Supressing Intenstinal Analphylaxis in Peanut Allergy
News May 27, 2016
Simultaneous pre-treatment with antihistamines that block both the H1 and H4 peanuts can cause allergic symptomsantihistamine receptors suppressed the gastrointestinal symptoms of food allergy in mice, according to researchers at National Jewish Health. The findings, published online in the journal Allergy, provide new insight into the development of food allergy and suggest potential therapies for prevention and treatment of food allergy.
Although recent findings have suggested that early exposure to peanuts can help prevent peanut allergy, the only effective therapy currently available for existing cases remains avoidance.
Histamine is a key participant in most allergic diseases including asthma, hay fever, and food allergy. When released by basophils or mast cells it can trigger a variety of symptoms, including inflammation, itchiness and mucus production. There are four histamine receptors found on a wide variety of cells in the body. Most commercially available antihistamines block only the H1 antihistamine receptor.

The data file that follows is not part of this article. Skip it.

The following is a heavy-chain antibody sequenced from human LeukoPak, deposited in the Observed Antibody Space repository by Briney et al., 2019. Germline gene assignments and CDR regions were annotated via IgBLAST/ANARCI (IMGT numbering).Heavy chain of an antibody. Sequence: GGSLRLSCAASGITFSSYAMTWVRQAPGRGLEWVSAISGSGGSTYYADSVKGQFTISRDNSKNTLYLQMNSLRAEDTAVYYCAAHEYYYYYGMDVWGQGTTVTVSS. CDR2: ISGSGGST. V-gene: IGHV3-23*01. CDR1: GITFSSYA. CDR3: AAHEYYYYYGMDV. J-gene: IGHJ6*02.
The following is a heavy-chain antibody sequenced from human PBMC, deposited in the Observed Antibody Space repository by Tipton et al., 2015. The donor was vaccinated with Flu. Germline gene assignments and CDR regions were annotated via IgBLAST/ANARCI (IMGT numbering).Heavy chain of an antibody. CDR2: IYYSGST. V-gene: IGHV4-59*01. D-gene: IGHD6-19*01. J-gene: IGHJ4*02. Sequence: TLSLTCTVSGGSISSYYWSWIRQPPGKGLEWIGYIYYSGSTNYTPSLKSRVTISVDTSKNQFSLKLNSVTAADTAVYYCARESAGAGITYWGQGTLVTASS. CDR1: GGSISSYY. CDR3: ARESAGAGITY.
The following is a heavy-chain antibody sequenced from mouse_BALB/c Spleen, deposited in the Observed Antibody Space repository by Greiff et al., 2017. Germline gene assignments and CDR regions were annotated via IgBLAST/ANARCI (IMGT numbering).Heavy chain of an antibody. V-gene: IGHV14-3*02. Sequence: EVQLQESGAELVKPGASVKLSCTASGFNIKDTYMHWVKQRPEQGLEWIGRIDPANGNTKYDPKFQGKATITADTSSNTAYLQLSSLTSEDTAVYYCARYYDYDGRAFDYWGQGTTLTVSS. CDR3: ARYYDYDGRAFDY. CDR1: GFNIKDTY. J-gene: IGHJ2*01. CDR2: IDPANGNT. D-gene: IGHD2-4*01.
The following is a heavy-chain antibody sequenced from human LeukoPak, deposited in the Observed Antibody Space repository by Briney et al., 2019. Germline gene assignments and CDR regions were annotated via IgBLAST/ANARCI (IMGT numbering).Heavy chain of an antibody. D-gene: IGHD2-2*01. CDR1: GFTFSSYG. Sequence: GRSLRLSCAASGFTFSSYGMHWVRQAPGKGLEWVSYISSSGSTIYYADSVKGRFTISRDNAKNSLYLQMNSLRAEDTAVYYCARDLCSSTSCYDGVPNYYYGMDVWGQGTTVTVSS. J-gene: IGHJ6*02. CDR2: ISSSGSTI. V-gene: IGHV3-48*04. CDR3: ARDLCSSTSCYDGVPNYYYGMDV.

Meiquin Wang, MD, PhD, Erwin Gelfand, MD, and their colleagues at National Jewish Health pretreated mice sensitized to peanut with the H1 receptor antagonist loratadine (Claritin), and the experimental H4 receptor antagonist JNJ7777120, separately and in combination. Separately, the two antihistamines had some effect on the intestinal response of the sensitized mice to peanut. When mice were pre-treated with both antihistamines together, diarrhea, intestinal inflammation and other symptoms were almost completely blocked.
In vitro experiments indicated that the antihistamines work by suppressing the accumulation and function of dendritic cells, which take up peanut protein and present it to T cells of the immune system.
Shire, Microsoft and EURORDIS Form Global Commission to Accelerate Rare Disease DiagnosisNews
The alliance aims to shorten the often multi-year journey that patients and families endure before being diagnosed with a rare disease.READ MORE
Can You Eat Cells? Computer Model Predicts Organisms that Use PhagocytosisNews
A computer model developed by Museum researchers may provide new insight into the origins of phagocytosis, the process by which single-celled organisms “eat” other cells as a means of absorbing nutrients or eliminating pathogens.READ MORE
‘Lipid Asymmetry’ Plays Key Role in Activating Immune CellsNews
Regulating the lipid and physical asymmetry of a cell’s membrane is critical to immune cell function, and researchers have now shown that by preventing loss of membrane asymmetry it’s possible to control the immune response.READ MORE
Comments | 0 ADD COMMENT
World Advanced Therapies & Regenerative Medicine Congress
May 16 - May 18, 2018